"I've done everything you asked me to do, Father why can't we have people to run with us right now?" I found myself selfishly asking. You see, in this instance, I believed that I had earned better than what I was experiencing.

Tom Petty was right. Waiting is the hardest part. But it's the hardest part mainly because we don't believe we SHOULD have to wait. Our knee-jerk reflex is to not only question but to challenge when things don't go the way we expect.  And when it comes to waiting on God, we often assume it's a negative to overcome (redouble our efforts, try harder, do something more). My point is we often look past the waiting as the benefit and seek to find solutions to circumnavigate God's loving act of teaching us to wait.

I remember the first time I read through the Bible and saw God did not speak to His people during the 400 years of history between the Old Testament and the New. I was irritated by this. I assumed that God was pulling some kind of power trip here. Do you see what happened there? I instantly transferred my own experience with people's motivation for ignoring me onto God. I assumed His divine motivation based on broken human experience.  "What is God trying to gain by playing this cosmic silent treatment?"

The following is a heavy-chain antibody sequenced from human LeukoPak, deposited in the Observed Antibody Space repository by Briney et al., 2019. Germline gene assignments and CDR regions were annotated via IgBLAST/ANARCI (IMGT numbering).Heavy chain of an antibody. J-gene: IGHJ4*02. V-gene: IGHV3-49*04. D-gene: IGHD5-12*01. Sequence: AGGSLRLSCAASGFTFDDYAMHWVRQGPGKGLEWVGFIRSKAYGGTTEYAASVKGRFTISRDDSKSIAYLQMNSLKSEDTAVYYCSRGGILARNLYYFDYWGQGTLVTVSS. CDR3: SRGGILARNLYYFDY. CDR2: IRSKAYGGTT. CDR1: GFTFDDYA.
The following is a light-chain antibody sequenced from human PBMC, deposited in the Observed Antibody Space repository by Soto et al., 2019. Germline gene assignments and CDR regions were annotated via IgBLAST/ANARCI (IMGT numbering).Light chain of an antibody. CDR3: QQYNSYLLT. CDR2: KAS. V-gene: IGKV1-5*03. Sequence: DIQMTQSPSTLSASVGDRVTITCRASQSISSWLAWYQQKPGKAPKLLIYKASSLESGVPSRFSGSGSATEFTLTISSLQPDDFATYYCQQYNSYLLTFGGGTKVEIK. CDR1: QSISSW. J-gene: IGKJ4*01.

But the Father isn't like me and you in our twisted motivations. He always does what is good, right, and perfect. He is holy.  It's not fair to Him or to me to assign my motivations for His actions. It's not fair to Him because He is above me. Humans are made in His image, not the other way around. And it's not fair to me because it would put a weight of responsibility on my shoulders that I am not meant to bear.

Recognizing that God gets to be God and I don't have to, opens up the possibility for times of waiting to be for my good. I need not doubt the situation I find myself in. I don't have to blame myself or others. I can rest in the time of waiting and spend it watching for where He is working and walk in that.

Recognizing our humanity and the Father's love for the least, last, lost, and lowest (us) transforms our posture toward times of waiting into enjoying the resurrection life Jesus has afforded us.

Act 3 - “I am sure that God keeps no one waiting unless He sees that it is good for him to wait.” - CS Lewis

As 2017 marched on, I found myself learning the truth in these words from my longtime mentor CS Lewis. God had kept us waiting in some areas because it was good for us to wait in those areas. Rather than trying to overcome these obstacles from our goals, I began to see waiting as the roadmap for my calling.

Sure, I would love to see many people join in with us to love and disciple the massive number of people in need in our city. I'd love to have a large number of brothers to walk this out with on the ground. That will always be my unwavering hope and desire. Yet this, like all things, is not ultimately on me to accomplish. It's not my burden to bear or thing to "make happen." It is better for everyone if I wait on God rather than wait on me to "pull things off."

You see, the freedom I've found in waiting is growing in my humanity and dying to the idol of performance. I don’t have to overcome the waiting becomes I am not supposed to. The end result is living the beautiful life of both resting and walking in the Spirit.

Gino Curcuruto